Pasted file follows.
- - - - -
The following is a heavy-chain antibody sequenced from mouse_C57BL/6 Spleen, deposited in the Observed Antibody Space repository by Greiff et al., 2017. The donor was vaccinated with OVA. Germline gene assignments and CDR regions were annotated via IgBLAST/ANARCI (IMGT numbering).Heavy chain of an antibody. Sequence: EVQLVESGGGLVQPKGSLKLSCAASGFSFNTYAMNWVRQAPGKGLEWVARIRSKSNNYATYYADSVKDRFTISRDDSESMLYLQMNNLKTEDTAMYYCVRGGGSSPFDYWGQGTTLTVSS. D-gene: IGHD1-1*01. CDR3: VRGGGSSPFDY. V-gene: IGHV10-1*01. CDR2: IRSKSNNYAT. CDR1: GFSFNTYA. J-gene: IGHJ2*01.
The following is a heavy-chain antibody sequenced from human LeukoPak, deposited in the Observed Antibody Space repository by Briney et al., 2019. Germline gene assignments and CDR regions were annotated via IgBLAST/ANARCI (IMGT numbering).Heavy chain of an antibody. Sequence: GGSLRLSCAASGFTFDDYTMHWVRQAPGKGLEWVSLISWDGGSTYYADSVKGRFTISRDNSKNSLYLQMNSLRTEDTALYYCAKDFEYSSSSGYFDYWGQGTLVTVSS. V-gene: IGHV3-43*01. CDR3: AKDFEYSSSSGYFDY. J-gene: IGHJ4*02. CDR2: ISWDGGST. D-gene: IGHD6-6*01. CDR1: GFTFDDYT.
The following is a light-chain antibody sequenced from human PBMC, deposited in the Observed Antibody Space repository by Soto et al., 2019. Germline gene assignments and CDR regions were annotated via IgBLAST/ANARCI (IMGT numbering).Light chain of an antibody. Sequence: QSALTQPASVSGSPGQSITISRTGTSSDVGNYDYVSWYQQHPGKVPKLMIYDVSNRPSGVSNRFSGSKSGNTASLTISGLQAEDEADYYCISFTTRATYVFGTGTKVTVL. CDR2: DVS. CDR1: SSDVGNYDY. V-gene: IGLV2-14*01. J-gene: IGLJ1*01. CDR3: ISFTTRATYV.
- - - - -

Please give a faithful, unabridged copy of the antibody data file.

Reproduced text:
The following is a heavy-chain antibody sequenced from mouse_C57BL/6 Spleen, deposited in the Observed Antibody Space repository by Greiff et al., 2017. The donor was vaccinated with OVA. Germline gene assignments and CDR regions were annotated via IgBLAST/ANARCI (IMGT numbering).Heavy chain of an antibody. Sequence: EVQLVESGGGLVQPKGSLKLSCAASGFSFNTYAMNWVRQAPGKGLEWVARIRSKSNNYATYYADSVKDRFTISRDDSESMLYLQMNNLKTEDTAMYYCVRGGGSSPFDYWGQGTTLTVSS. D-gene: IGHD1-1*01. CDR3: VRGGGSSPFDY. V-gene: IGHV10-1*01. CDR2: IRSKSNNYAT. CDR1: GFSFNTYA. J-gene: IGHJ2*01.
The following is a heavy-chain antibody sequenced from human LeukoPak, deposited in the Observed Antibody Space repository by Briney et al., 2019. Germline gene assignments and CDR regions were annotated via IgBLAST/ANARCI (IMGT numbering).Heavy chain of an antibody. Sequence: GGSLRLSCAASGFTFDDYTMHWVRQAPGKGLEWVSLISWDGGSTYYADSVKGRFTISRDNSKNSLYLQMNSLRTEDTALYYCAKDFEYSSSSGYFDYWGQGTLVTVSS. V-gene: IGHV3-43*01. CDR3: AKDFEYSSSSGYFDY. J-gene: IGHJ4*02. CDR2: ISWDGGST. D-gene: IGHD6-6*01. CDR1: GFTFDDYT.
The following is a light-chain antibody sequenced from human PBMC, deposited in the Observed Antibody Space repository by Soto et al., 2019. Germline gene assignments and CDR regions were annotated via IgBLAST/ANARCI (IMGT numbering).Light chain of an antibody. Sequence: QSALTQPASVSGSPGQSITISRTGTSSDVGNYDYVSWYQQHPGKVPKLMIYDVSNRPSGVSNRFSGSKSGNTASLTISGLQAEDEADYYCISFTTRATYVFGTGTKVTVL. CDR2: DVS. CDR1: SSDVGNYDY. V-gene: IGLV2-14*01. J-gene: IGLJ1*01. CDR3: ISFTTRATYV.